Creating an Astro site: HTML head

Notice the Astro template code (the part after the front matter) looks a lot like regular HTML:

<html lang="en">
<head>
<meta charset="utf-8" />
<link rel="icon" type="image/svg+xml" href="/favicon.svg" />
<meta name="viewport" content="width=device-width" />
<meta name="generator" content={Astro.generator} />
<title>Astro</title>
</head>
<body>
<h1>Astro</h1>
</body>
</html>

You can see the familiar, html and head tags then the body. Much of this code is boilerplate, which will be the same on every site page. In the next lesson, we will move the html and head sections to a layout component. That way we will only need to update them in one place, for all pages, whenever we need to make changes.

Let’s now create that Menu component we mentioned, using React. Make a new src/components folder, and in there add a Menu.tsx file with this content:

import type { FC } from "react";
import { useState } from "react";

const Menu: FC = function Menu() {
const [open, setOpen] = useState(false);

const handleClick = () => {
setOpen(!open);
};

// icons by Lucide: https://lucide.dev/

return (
<div className="menu-wrapper">
<button
aria-label={open ? "close menu" : "open menu"}
type="button"
onClick={handleClick}
>

{open ? (
<svg
role="img"
aria-label="close"
xmlns="http://www.w3.org/2000/svg"
width="2em"
height="2em"
viewBox="0 0 24 24"
>

<path
fill="none"
stroke="currentColor"
strokeLinecap="round"
strokeLinejoin="round"
strokeWidth="2"
d="M18 6L6 18M6 6l12 12"
>
</path>
</svg>
) : (
<svg
role="img"
aria-label="menu"
xmlns="http://www.w3.org/2000/svg"
width="2em"
height="2em"
viewBox="0 0 24 24"
>

<path
fill="none"
stroke="currentColor"
strokeLinecap="round"
strokeLinejoin="round"
strokeWidth="2"
d="M4 12h16M4 6h16M4 18h16"
>
</path>
</svg>
)}
</button>
<nav className={open ? "menu menu-open" : "menu"}>
<ul>
<li>
<a href="/">Home</a>
</li>
<li>
<a href="/about">About</a>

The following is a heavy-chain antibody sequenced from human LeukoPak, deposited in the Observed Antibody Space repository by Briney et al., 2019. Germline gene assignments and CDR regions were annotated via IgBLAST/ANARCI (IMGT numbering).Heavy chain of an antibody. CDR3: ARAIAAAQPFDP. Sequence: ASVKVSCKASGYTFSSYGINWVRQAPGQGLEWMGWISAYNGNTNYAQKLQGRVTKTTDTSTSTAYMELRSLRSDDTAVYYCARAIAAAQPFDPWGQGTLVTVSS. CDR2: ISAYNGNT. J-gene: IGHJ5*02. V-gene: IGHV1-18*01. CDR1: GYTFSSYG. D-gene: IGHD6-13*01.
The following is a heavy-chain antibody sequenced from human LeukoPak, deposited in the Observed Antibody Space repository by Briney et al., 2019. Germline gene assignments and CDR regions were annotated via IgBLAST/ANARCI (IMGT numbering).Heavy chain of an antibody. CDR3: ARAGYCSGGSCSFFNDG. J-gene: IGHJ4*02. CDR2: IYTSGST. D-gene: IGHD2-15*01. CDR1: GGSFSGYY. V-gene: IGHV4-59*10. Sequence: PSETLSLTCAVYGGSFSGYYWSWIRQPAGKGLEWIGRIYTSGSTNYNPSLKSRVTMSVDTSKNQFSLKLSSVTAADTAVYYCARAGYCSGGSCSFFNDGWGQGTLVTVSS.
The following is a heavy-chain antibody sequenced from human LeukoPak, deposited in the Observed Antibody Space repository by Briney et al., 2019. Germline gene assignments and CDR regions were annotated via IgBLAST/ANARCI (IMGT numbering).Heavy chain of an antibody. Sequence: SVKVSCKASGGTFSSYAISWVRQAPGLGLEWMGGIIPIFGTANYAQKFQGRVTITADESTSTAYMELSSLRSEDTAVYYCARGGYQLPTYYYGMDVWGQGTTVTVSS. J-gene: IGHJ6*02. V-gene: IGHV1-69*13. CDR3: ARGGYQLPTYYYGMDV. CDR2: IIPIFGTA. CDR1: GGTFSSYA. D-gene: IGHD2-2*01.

</li>
</ul>
</nav>
</div>
);
};

export default Menu;

Finally, we can update src/pages/index.astro to use this new component (we only imported it previously):

<!-- TRUNCATED... -->

<body>
<h1>Astro</h1>
<Menu client:load />
</body>

<!-- TRUNCATED... -->

Initial astro menu

Jump over to your browser. Try clicking the menu button and you should see the icon change. We don’t yet have styling, so it looks a little odd, and the menu does not open or close. That said, the menu icon will change to a close icon when you click, and then revert to the original menu icon if you click again.

Why did we add client:load to the Menu component instance in index.astro? Try removing it, so you just have:

<!-- ...TRUNCATED -->

<body>
<h1>Astro</h1>
<Menu />
</body>

<!-- TRUNCATED... -->

Save the file. Now, when you click, nothing happens!

Astro ships zero JavaScript by default. Our menu will be an Astro Island of Interactivity and client:load is a directive to tell Astro to add the JavaScript for managing the component’s state.

Some other Astro directives

  • client:idle: hydrate the component once the main thread is idle; might be used on an interactive search component
  • client:visible: hydrate once the component is about to scroll into view; can help your page load faster initially, for example: only loading a JavaScript heavy widget just before it is visible
  • client:media: lets you load components based on a CSS media query, often, you will prefer to use CSS paired with other directives instead
  • client:only: a little more advanced; the component will not be rendered when the site is built on the server but will still hydrate in the client browser

Check Astro documentation for full details on using these in your project.

File-based routing

Astro uses file-based routing. We already saw that updating index.astro changes the output at http://localhost:3000/. Following the file-based routing pattern, creating src/pages/about.astro or src/pages/about.md results in Astro creating an HTML page at /about. Create src/pages/about.md with this content:

## Hello

Then, go to http://localhost:3000/about in your browser to see the new page. We will create more pages here later.

One last thing…

Did you notice the import statement in index.astro used the alias we defined in tsconfig.json? Without it, we would have written:

import Menu from "../components/Menu";

I guess it is a question of personal taste, however for larger projects with deeply nested components, you will probably prefer to stick with the alias.

Until next time!

That’s it for the first part of our tutorial: creating an Astro site. Stoked you made it to the end! I hope you found this start to the Astro Beginners’ Tutorial useful. We have had a look at what Astro is, and saw the main features. In the next instalment, we will see Astro layouts in action and add some styles too!